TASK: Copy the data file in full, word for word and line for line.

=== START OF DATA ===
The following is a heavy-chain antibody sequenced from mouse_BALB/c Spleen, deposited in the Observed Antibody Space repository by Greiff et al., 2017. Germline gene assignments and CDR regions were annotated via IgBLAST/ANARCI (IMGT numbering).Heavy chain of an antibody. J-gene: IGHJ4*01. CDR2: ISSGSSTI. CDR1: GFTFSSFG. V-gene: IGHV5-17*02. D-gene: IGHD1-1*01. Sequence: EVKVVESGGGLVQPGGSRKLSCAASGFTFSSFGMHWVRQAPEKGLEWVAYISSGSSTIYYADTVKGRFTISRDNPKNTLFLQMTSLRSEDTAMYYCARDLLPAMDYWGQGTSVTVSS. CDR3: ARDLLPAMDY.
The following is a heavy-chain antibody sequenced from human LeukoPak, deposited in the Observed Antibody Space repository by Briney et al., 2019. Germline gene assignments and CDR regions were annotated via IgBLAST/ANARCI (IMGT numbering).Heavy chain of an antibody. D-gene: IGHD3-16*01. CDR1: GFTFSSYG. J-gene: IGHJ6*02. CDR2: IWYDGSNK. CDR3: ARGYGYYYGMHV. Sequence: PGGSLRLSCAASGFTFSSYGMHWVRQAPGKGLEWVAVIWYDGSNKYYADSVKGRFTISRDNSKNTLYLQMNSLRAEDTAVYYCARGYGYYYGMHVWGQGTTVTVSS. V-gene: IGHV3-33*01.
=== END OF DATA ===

The following is a heavy-chain antibody sequenced from mouse_BALB/c Spleen, deposited in the Observed Antibody Space repository by Greiff et al., 2017. Germline gene assignments and CDR regions were annotated via IgBLAST/ANARCI (IMGT numbering).Heavy chain of an antibody. J-gene: IGHJ4*01. CDR2: ISSGSSTI. CDR1: GFTFSSFG. V-gene: IGHV5-17*02. D-gene: IGHD1-1*01. Sequence: EVKVVESGGGLVQPGGSRKLSCAASGFTFSSFGMHWVRQAPEKGLEWVAYISSGSSTIYYADTVKGRFTISRDNPKNTLFLQMTSLRSEDTAMYYCARDLLPAMDYWGQGTSVTVSS. CDR3: ARDLLPAMDY.
The following is a heavy-chain antibody sequenced from human LeukoPak, deposited in the Observed Antibody Space repository by Briney et al., 2019. Germline gene assignments and CDR regions were annotated via IgBLAST/ANARCI (IMGT numbering).Heavy chain of an antibody. D-gene: IGHD3-16*01. CDR1: GFTFSSYG. J-gene: IGHJ6*02. CDR2: IWYDGSNK. CDR3: ARGYGYYYGMHV. Sequence: PGGSLRLSCAASGFTFSSYGMHWVRQAPGKGLEWVAVIWYDGSNKYYADSVKGRFTISRDNSKNTLYLQMNSLRAEDTAVYYCARGYGYYYGMHVWGQGTTVTVSS. V-gene: IGHV3-33*01.